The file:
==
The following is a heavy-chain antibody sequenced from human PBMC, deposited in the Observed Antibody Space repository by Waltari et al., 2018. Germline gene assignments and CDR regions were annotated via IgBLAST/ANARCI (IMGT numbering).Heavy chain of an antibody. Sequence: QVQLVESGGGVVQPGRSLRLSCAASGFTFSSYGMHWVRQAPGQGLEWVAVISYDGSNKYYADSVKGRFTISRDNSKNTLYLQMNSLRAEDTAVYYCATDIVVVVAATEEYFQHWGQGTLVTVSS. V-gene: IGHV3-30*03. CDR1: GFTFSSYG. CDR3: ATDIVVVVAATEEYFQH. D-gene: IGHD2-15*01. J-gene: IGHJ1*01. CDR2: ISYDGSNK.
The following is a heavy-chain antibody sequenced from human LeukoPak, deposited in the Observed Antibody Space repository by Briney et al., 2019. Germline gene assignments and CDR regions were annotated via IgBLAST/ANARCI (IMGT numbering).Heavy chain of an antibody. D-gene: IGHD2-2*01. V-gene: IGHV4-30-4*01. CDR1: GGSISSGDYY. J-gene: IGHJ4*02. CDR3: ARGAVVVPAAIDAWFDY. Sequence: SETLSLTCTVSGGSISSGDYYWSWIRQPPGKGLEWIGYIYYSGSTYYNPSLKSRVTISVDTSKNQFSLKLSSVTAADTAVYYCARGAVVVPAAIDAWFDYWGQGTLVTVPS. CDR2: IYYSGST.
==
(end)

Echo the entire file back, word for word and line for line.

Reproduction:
The following is a heavy-chain antibody sequenced from human PBMC, deposited in the Observed Antibody Space repository by Waltari et al., 2018. Germline gene assignments and CDR regions were annotated via IgBLAST/ANARCI (IMGT numbering).Heavy chain of an antibody. Sequence: QVQLVESGGGVVQPGRSLRLSCAASGFTFSSYGMHWVRQAPGQGLEWVAVISYDGSNKYYADSVKGRFTISRDNSKNTLYLQMNSLRAEDTAVYYCATDIVVVVAATEEYFQHWGQGTLVTVSS. V-gene: IGHV3-30*03. CDR1: GFTFSSYG. CDR3: ATDIVVVVAATEEYFQH. D-gene: IGHD2-15*01. J-gene: IGHJ1*01. CDR2: ISYDGSNK.
The following is a heavy-chain antibody sequenced from human LeukoPak, deposited in the Observed Antibody Space repository by Briney et al., 2019. Germline gene assignments and CDR regions were annotated via IgBLAST/ANARCI (IMGT numbering).Heavy chain of an antibody. D-gene: IGHD2-2*01. V-gene: IGHV4-30-4*01. CDR1: GGSISSGDYY. J-gene: IGHJ4*02. CDR3: ARGAVVVPAAIDAWFDY. Sequence: SETLSLTCTVSGGSISSGDYYWSWIRQPPGKGLEWIGYIYYSGSTYYNPSLKSRVTISVDTSKNQFSLKLSSVTAADTAVYYCARGAVVVPAAIDAWFDYWGQGTLVTVPS. CDR2: IYYSGST.